Pittsburgh-based Bayer MaterialScience LLC is moving forward with research and testing that could determine the viability of polyurethane composites reinforced with Baytubes carbon nanotubes for potential use in 1.5 MW or larger wind turbine blades.
The Carbon Nanotube Reinforced Polyurethane Composites for Wind Turbine Blades project is funded in part by a $750,000 grant Bayer MaterialScience received from the U.S. Department of Energy (DOE) in July 2009. A core element of the research calls for optimizing the base formulations and functionality of carbon nanotubes to meet or exceed existing material performance.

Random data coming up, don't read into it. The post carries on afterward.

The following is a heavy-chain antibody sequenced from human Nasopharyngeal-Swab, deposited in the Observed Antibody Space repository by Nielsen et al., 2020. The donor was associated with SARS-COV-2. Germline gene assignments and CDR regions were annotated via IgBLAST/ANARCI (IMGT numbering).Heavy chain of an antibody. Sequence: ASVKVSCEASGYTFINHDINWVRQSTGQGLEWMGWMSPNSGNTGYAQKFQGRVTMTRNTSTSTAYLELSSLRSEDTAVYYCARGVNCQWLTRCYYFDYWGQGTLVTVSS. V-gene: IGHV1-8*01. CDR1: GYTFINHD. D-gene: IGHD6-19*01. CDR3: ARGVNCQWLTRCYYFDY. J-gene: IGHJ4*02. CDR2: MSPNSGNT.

Bayer MaterialScience is subcontracting with Cleveland-based Case Western Reserve University and Ashtabula, Ohio-based Molded Fiber Glass Cos. to assist with research as part of the project.
‘We're excited to work with industry and academia to study the viability of applying our polyurethane and other composites reinforced with carbon nanotubes to help the wind energy industry develop stronger, larger and lighter wind turbine blades,’ says Mike Gallagher, director of Bayer MaterialScience's government services group.
Bayer MaterialScience's polyurethane-based systems reinforced with carbon nanotubes during the resin phase have been proven to create as much as a 50% increase in strength-to-weight ratio by modifying the resin component of the composite to percolation levels ranging from 0.1% to 0.4%, according to the company.
In addition to providing a stronger composite structure, polyurethane-based systems use bio-based components and can be tailored to eliminate the post-cure step, which can reduce energy costs, according to Bayer MaterialScience.
SOURCE: Bayer MaterialScience LLC